Today, though, this new Narrative is everywhere. It pervades both the popular media and the academic "media", such as the prominent Jackson Hole paper by Helene Rey of the London Business Sch…

Top Ten Tips to Help You Choose a Tax Preparer

Many people hire a professional when it’s time to file their tax return. If you pay someone to prepare your federal income tax return, the IRS urges you to choose that person wisely. Even if you don’t prepare your own return, you’re still legally responsible for what is on it.

Here are ten tips to keep in mind when choosing a tax preparer:

1. Check the preparer’s qualifications.  All paid tax preparers are required to have a Preparer Tax Identification Number or PTIN. In addition to making sure they have a PTIN, ask the preparer if they belong to a professional organization and attend continuing education classes. 

2. Check the preparer’s history.  Check with the Better Business Bureau to see if the preparer has a questionable history. Check for disciplinary actions and for the status of their licenses. For certified public accountants, check with the state board of accountancy. For attorneys, check with the state bar association. For enrolled agents, check with the IRS Office of Enrol…

The Importance of Critical Thinking

Met up with a Financial Planner last night.  A good guy and we had a great conversation.  He spoke quite confidently about the ongoing 'economic recovery'.  As I listened, my mind couldn't help but think of US stocks being hammered on Monday, with benchmark indicators falling...heightening concerns about the economy before Friday's monthly jobs report.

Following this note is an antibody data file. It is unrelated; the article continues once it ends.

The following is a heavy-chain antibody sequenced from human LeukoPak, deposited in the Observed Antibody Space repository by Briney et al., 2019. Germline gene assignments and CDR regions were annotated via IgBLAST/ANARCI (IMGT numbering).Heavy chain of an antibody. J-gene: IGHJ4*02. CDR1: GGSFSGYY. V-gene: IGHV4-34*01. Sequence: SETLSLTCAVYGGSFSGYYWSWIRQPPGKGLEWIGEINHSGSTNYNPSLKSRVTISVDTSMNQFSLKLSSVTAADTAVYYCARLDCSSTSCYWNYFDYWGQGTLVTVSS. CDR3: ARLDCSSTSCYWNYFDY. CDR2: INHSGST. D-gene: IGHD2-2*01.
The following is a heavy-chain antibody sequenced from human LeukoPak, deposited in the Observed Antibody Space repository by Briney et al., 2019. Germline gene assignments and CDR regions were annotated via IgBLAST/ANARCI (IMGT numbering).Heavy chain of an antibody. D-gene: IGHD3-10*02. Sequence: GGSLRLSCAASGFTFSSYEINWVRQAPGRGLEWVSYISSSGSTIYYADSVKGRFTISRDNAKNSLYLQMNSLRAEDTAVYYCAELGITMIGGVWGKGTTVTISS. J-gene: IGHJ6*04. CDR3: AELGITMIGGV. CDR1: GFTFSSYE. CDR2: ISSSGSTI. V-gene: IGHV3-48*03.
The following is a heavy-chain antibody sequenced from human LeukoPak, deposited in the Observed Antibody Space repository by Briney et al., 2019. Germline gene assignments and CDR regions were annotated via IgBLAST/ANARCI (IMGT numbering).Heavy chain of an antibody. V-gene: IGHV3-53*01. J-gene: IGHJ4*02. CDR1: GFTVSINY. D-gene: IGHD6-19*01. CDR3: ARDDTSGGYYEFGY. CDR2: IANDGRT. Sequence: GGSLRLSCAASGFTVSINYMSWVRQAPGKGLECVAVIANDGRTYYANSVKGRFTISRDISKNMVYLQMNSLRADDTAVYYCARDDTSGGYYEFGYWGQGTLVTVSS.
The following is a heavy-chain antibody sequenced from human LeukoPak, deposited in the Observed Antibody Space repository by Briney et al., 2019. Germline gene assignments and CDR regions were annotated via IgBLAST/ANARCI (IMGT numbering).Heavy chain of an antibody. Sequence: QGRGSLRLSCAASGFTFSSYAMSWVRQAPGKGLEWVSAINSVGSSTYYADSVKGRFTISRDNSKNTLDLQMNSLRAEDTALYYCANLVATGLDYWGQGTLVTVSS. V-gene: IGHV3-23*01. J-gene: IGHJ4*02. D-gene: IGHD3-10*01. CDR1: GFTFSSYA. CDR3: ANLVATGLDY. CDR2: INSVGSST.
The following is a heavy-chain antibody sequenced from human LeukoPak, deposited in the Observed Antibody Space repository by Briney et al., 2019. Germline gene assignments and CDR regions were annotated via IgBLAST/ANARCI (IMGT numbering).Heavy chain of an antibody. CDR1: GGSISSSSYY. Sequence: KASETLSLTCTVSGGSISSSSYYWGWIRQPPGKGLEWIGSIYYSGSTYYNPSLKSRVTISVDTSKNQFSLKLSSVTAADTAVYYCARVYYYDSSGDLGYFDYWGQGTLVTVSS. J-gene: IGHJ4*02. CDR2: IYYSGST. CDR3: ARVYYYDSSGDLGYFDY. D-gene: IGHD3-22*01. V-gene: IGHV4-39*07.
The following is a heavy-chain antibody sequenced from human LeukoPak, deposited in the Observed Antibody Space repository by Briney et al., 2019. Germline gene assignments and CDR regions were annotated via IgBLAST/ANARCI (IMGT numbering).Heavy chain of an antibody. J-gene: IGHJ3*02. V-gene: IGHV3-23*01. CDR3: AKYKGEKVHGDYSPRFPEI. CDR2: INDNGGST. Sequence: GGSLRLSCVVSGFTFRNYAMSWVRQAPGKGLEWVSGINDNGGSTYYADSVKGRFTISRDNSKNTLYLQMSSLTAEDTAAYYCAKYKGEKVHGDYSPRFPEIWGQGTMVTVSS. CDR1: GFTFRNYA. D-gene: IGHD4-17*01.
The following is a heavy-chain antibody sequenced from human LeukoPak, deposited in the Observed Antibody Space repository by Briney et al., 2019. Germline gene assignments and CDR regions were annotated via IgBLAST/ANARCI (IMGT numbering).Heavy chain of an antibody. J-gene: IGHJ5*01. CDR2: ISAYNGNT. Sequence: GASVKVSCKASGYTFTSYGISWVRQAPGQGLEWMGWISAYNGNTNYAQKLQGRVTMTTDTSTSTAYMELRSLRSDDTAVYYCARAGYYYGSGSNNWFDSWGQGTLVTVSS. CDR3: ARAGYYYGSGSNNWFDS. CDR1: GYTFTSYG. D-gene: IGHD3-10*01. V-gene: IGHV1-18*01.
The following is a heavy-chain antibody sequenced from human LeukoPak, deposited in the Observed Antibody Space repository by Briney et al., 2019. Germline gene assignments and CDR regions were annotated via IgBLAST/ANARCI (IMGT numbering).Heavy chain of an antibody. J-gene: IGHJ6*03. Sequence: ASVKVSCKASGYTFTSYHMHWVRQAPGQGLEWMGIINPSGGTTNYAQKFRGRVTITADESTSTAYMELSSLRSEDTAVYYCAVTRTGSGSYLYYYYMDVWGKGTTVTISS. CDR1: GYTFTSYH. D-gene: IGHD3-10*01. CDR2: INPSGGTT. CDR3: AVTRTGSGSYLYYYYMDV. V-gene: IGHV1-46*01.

I know the economy is such a fragile, intangible entity and although we tend to look down on China and Argentina for playing with their government numbers, we should remember that Western nations do it too.  Just ask shadowstats.

I think all the way back to my time in High school in the 1980s and being introduced to Economics for the first time.  Now I look at how Economics PhD's dominate the Fed.  The Federal Reserve is full of PhDs.  An article in the Harvard Business Review noted that the Federal Reserve System is almost certainly the nation’s largest employer of PhD economists, with more than 200 at the Federal…

Investigation of Caribbean Property Investment Scheme...a cautionary tale

I first mentioned this scheme in 2013 -

But the truth is that I was aware of it since 2011 when I did some contract work for a UK based Tour Operator.  The rumours were brought to my attention in 2011 but I dismissed them as unsubstantiated gossip put online by someone (who has since been revealed to be a disgruntled former accountant) who worked for the project.  Then in 2012, I had the opportunity to visit the resort for a few days.  Then I saw the operation for myself and spoke with people "in the know" in St Vincent, Barbados and St Lucia. 

I was warned that I should keep what I was being told to myself.  So I sat back and relaxed, knowing that it …